After Mark Knopfler left Dire Straits in 1992 and the band members went their separate ways, keyboardist Alan Clark thought that was the end of that.
He was absolutely convinced that without its superstar frontman, he and the other members of Dire Straits would never play hits like “Sultans of Swing,” “Money for Nothing” and “Brothers in Arms” for concert audiences again.
“I would have bet quite a lot of money on that,” he said one morning this week. “I’d never, ever come across anyone who could replace Mark. I didn’t think it was possible.”
Until they discovered Terence Reis, a handsome South African singer and guitarist that Clark’s girlfriend found on the Internet in much the same way that Journey found its new lead singer, Steve Perry sound-alike Arnel Pineda.
And now, 22 years after the breakup of Dire Straits, Clark and longtime Dire Straits saxophonist Chris White are on their first U.S. tour as the Straits, a seven-piece unit with Reis up front, singing and playing the songs that made Dire Straits one of the biggest bands on the planet for two phenomenal decades, selling more than 120 million albums worldwide.
“He can do that Mark thing very well,” Clark said, speaking from a tour date in Washington, D.C. “He has a unique voice and he can play the guitar like Mark. He’s been a pretty successful actor. I think he can put his Mark Knopfler head on.”
Reviewers seem to agree. London’s Daily Express praised “Reis’ stirling impression of the famous bandana-wearing lead singer.” In South Africa’s Daily Maverick, reviewer Theresa Mallinson wrote: “It’s one thing being asked to join the Straits as frontman, essentially standing in for Mark Knopfler. It’s quite another pulling it off … And it would’ve been hard for the Straits to do better than South Africa’s own Terence Reis.”
Clark had been Dire Straits’ unofficial musical director, joining the band in 1980 as its first keyboard player. He played on every Dire Straits record since “Love Over Gold” in 1982, and co-produced the band’s last studio album, 1991’s “On Every Street.”
After 1985’s “Brothers in Arms,” Dire Straits biggest seller, spending nine weeks at No. 1 on the Billboard 200 chart, Knopfler took a break from touring, concentrating on solo projects and movie soundtracks. He announced the dissolution of Dire Straits in 1988.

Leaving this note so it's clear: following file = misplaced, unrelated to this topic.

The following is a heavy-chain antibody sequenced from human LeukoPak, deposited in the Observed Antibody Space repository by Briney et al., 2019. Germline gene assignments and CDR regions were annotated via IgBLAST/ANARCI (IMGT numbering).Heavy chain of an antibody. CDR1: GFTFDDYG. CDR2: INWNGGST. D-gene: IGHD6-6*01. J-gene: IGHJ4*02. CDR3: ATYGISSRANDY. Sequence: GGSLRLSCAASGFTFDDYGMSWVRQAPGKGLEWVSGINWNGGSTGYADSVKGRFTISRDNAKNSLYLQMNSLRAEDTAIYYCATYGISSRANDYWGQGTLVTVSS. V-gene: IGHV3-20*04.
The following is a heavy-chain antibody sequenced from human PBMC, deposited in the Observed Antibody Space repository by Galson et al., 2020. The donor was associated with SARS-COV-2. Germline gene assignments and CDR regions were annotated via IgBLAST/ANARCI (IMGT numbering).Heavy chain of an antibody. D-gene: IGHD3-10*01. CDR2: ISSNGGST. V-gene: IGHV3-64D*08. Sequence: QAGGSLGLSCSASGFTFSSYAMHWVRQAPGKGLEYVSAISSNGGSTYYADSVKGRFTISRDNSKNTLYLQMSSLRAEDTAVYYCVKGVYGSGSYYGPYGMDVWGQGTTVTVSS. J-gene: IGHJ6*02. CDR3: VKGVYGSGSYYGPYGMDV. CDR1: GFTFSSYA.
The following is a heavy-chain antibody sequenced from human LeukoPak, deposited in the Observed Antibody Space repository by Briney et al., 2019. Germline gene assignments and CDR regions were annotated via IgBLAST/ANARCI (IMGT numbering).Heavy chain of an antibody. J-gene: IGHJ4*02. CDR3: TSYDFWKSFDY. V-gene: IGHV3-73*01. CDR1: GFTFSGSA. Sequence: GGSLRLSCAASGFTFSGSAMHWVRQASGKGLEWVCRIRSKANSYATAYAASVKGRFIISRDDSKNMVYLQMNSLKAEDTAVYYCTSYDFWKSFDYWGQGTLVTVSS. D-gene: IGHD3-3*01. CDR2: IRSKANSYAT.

With Dire Straits no more, Clark was asked by Eric Clapton to join his band. He played on Clapton’s “Journeyman” album in 1989 and was happy in his new role with another of Britain’s guitar gods.
“It was the most enjoyable band experience I’ve ever been involved in,” he remembered. “It was a great time to be with him.”
But his Clapton era was short lived. In early 1991, Knopfler resurrected Dire Straits.
“I thought it would be over after ‘Brothers in Arms,'” Clark recalled. “I was quite surprised to get the call to make another record, ‘On Every Street.’ I had to tell Eric Clapton that I had to leave his band. I think I’m the only person to ever do that.”
The revived Dire Straits lasted two more years, then broke up for good.
“I went home and became a normal person,” said Clark, who lives in Cheshire, England, near Manchester. “I played on other peoples’ records and did some music for TV, films and commercials. But I was taking it easy really.”
Then, three years ago, he was asked to bring Dire Straits together for a charity show at Royal Albert Hall in London. All well and good, but that meant finding a stand-in for Knopfler, who had been enjoying a successful solo career and had no interest in revisiting his platinum-plated past.
“I started checking out Dire Straits cover bands, and they were all atrocious,” Clark said with a sigh. “I gave up looking, but my partner, Sheila, kept looking and happened upon Terence (Reis).”
It took Clark a month to track Reis down in South Africa.
“He thought it was a wind-up (prank) for about 30 seconds or so,” Clark remembered, chuckling.
Once Reis was convinced that this was no joke, Clark flew him to England for five days of rehearals before the Straits made their debut at Royal Albert Hall. Not exactly the kind of venue that most bands play for the first time. But it was a triumph.
“The band proved to be so damned good and we went down so well, the show was a phenomenal success,” Clark said. “We thought it would be madness to just leave it, so we did it some more and here we are doing even more.”
As the Straits make their U.S. debut, Clark can’t stress enough that this band is not a tribute group playing the original band’s catalog of classic songs.
“We play most of the songs that people are starved to hear, songs that mean so much to them,” he said. “But when I put this band together, I had no intention of being a cover band. I view this as an extension, a continuation of Dire Straits.”
if you go
What: The Straits
Where: Sweetwater Music Hall, 19 Corte Madera Ave., Mill Valley
When: 8 p.m. March 23
Admission: $50 to $55